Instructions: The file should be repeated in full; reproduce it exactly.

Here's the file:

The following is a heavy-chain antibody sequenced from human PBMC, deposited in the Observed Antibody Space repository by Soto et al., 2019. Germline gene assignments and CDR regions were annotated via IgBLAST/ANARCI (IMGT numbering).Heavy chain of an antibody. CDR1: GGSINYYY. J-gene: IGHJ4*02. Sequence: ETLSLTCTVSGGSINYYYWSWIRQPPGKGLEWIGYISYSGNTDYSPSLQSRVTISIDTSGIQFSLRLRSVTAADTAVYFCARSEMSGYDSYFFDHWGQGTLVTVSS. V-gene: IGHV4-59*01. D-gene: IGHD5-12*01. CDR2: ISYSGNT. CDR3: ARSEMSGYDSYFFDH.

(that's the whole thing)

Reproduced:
The following is a heavy-chain antibody sequenced from human PBMC, deposited in the Observed Antibody Space repository by Soto et al., 2019. Germline gene assignments and CDR regions were annotated via IgBLAST/ANARCI (IMGT numbering).Heavy chain of an antibody. CDR1: GGSINYYY. J-gene: IGHJ4*02. Sequence: ETLSLTCTVSGGSINYYYWSWIRQPPGKGLEWIGYISYSGNTDYSPSLQSRVTISIDTSGIQFSLRLRSVTAADTAVYFCARSEMSGYDSYFFDHWGQGTLVTVSS. V-gene: IGHV4-59*01. D-gene: IGHD5-12*01. CDR2: ISYSGNT. CDR3: ARSEMSGYDSYFFDH.